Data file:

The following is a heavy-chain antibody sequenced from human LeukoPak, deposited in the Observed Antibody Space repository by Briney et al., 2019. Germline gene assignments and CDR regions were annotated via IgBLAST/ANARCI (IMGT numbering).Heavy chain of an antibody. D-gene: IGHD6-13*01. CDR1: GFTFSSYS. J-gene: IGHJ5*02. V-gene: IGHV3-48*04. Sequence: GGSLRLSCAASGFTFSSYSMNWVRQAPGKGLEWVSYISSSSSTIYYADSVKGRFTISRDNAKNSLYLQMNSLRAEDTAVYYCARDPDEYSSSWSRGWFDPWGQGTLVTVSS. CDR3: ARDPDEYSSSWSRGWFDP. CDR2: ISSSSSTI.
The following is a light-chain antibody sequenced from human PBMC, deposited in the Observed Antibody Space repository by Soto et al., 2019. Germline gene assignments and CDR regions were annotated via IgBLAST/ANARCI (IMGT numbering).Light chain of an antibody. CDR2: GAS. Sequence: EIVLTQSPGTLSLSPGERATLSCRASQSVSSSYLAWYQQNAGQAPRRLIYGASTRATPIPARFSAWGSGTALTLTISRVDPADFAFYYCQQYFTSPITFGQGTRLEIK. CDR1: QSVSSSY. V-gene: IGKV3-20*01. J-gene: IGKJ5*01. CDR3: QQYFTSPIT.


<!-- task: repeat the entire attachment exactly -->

The following is a heavy-chain antibody sequenced from human LeukoPak, deposited in the Observed Antibody Space repository by Briney et al., 2019. Germline gene assignments and CDR regions were annotated via IgBLAST/ANARCI (IMGT numbering).Heavy chain of an antibody. D-gene: IGHD6-13*01. CDR1: GFTFSSYS. J-gene: IGHJ5*02. V-gene: IGHV3-48*04. Sequence: GGSLRLSCAASGFTFSSYSMNWVRQAPGKGLEWVSYISSSSSTIYYADSVKGRFTISRDNAKNSLYLQMNSLRAEDTAVYYCARDPDEYSSSWSRGWFDPWGQGTLVTVSS. CDR3: ARDPDEYSSSWSRGWFDP. CDR2: ISSSSSTI.
The following is a light-chain antibody sequenced from human PBMC, deposited in the Observed Antibody Space repository by Soto et al., 2019. Germline gene assignments and CDR regions were annotated via IgBLAST/ANARCI (IMGT numbering).Light chain of an antibody. CDR2: GAS. Sequence: EIVLTQSPGTLSLSPGERATLSCRASQSVSSSYLAWYQQNAGQAPRRLIYGASTRATPIPARFSAWGSGTALTLTISRVDPADFAFYYCQQYFTSPITFGQGTRLEIK. CDR1: QSVSSSY. V-gene: IGKV3-20*01. J-gene: IGKJ5*01. CDR3: QQYFTSPIT.